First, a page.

Friday, November 6, 2009

Delegates and Lambdas in C#

I was just explaining delegates and lambdas to a friend and thought that I'd write up an example for him.

Here is an IEnumerable<> that we want to interrogate to get all values greater than or equal to 60:
int[] scores = { 45, 55, 59, 65, 66, 67, 68 };

Here is how we could do it using a delegate. We declare a Func<T, TResult> type which is the same as a pointer to a function in C. In our following LINQ statement we pass that function pointer (delegate) as the "predicate" in the Where "clause." The Where() extension method will be passing in each int one at a time and expect a bool true/false result back. That's why we declared the delegate as a Func<int, bool>, the int is what we're passing in and the bool is the return type.
Func<int, bool> predicate = delegate(int score) { return score >= 60; };
IEnumerable<int> passingScores1 = scores.Where(predicate);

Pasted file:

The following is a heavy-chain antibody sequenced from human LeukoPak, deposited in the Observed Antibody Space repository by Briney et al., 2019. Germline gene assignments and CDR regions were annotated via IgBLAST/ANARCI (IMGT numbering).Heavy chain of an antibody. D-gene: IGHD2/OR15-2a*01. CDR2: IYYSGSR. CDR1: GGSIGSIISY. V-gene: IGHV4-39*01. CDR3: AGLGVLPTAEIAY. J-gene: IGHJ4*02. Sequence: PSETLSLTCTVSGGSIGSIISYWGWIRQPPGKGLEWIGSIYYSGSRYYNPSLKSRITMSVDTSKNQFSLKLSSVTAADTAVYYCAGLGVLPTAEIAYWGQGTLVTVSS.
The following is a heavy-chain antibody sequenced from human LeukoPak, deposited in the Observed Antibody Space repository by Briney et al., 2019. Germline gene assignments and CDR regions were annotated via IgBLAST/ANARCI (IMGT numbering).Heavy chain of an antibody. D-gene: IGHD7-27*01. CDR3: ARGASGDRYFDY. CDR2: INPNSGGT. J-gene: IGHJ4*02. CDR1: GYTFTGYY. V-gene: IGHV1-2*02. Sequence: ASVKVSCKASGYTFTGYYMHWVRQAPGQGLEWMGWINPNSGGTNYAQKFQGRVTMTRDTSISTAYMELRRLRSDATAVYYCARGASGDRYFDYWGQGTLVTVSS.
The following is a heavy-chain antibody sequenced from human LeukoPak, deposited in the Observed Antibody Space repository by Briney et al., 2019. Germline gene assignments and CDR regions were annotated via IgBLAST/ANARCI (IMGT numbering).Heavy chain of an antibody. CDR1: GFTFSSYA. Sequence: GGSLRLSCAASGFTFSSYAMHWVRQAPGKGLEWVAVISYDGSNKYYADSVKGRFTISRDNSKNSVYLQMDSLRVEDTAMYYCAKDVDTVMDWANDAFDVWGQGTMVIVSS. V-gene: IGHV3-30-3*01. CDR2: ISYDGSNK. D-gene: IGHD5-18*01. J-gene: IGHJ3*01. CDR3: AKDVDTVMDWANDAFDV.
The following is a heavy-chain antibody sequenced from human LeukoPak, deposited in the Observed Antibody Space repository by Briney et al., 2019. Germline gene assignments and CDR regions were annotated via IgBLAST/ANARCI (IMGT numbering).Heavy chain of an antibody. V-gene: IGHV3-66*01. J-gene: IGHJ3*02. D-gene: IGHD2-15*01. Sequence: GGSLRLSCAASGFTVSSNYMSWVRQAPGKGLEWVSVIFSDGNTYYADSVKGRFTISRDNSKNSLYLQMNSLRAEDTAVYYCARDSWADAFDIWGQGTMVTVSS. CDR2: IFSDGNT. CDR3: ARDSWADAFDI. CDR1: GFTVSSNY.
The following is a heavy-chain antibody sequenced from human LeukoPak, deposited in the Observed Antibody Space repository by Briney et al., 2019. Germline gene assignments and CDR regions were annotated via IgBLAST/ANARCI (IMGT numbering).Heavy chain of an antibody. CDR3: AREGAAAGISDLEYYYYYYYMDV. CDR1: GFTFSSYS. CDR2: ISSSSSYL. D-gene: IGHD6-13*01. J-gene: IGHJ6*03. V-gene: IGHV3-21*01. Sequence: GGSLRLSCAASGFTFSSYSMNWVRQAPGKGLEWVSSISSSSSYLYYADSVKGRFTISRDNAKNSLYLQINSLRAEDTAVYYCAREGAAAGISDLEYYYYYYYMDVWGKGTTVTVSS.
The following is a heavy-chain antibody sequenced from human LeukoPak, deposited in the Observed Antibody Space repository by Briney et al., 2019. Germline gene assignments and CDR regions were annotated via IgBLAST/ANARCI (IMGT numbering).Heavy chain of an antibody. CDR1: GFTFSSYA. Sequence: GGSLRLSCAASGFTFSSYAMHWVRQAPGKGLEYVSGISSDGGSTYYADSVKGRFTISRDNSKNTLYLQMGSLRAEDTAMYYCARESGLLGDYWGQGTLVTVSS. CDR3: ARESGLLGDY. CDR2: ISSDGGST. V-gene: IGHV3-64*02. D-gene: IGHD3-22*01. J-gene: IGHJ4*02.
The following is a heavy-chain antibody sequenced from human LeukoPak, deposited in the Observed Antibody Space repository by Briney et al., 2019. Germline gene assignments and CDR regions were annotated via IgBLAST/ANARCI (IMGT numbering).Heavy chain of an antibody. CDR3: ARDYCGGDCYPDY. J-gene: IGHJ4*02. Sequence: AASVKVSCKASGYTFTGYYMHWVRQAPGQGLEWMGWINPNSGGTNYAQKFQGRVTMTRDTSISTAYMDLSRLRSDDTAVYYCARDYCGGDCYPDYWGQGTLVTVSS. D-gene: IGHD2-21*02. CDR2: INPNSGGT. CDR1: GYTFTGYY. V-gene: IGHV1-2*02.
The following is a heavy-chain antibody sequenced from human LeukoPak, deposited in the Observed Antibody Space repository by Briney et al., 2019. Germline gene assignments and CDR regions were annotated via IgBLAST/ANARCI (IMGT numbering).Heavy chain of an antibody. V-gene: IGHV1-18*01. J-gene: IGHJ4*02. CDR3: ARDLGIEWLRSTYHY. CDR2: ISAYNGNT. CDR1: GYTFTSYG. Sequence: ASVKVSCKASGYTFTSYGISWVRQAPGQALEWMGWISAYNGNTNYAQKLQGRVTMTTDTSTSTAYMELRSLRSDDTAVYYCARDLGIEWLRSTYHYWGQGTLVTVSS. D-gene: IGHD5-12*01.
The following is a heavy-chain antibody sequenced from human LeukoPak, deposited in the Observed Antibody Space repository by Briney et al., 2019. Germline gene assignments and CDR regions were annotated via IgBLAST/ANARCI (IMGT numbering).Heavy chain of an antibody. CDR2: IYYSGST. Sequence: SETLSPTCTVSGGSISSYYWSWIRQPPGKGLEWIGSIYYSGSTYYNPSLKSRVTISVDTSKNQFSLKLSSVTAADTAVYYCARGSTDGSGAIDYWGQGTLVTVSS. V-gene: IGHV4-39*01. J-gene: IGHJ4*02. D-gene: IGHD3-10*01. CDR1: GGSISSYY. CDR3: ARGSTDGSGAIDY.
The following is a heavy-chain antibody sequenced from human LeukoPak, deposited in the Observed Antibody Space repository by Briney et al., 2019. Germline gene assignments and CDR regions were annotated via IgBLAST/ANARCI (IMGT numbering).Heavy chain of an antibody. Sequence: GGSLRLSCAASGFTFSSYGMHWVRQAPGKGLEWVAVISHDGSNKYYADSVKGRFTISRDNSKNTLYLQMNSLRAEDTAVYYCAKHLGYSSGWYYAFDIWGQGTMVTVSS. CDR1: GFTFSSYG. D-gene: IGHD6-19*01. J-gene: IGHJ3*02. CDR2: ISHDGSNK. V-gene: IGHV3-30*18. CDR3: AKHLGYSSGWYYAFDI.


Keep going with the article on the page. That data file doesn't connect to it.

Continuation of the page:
LINQ makes the above syntax much easier for us. In the parameter to the Where() extension method we can declare the body of the function so long as it adheres to the prototype of int parameter and bool return.
IEnumerable<int> passingScores2 = scores.Where((int score) => score >= 60);

The compiler can infer the type that's being passed in as the parameter so we can drop the (int score) and replace it with score if you want even more brevity.
IEnumerable<int> passingScores3 = scores.Where(score => score >= 60);

Func<> has 5 overloads:

Func<T, TResult>
Func<T1, T2, TResult>
Func<T1, T2, T3, TResult>
Func<T1, T2, T3, T4, TResult>

In best coding practices, what are the maximum number of parameters a function should have? Well the designers of the Func<> delegate believe that it's four and I don't disagree with them. I am guilty of using more than four but that's mostly out of laziness of writing and populating a class to pass instead of the parameters.

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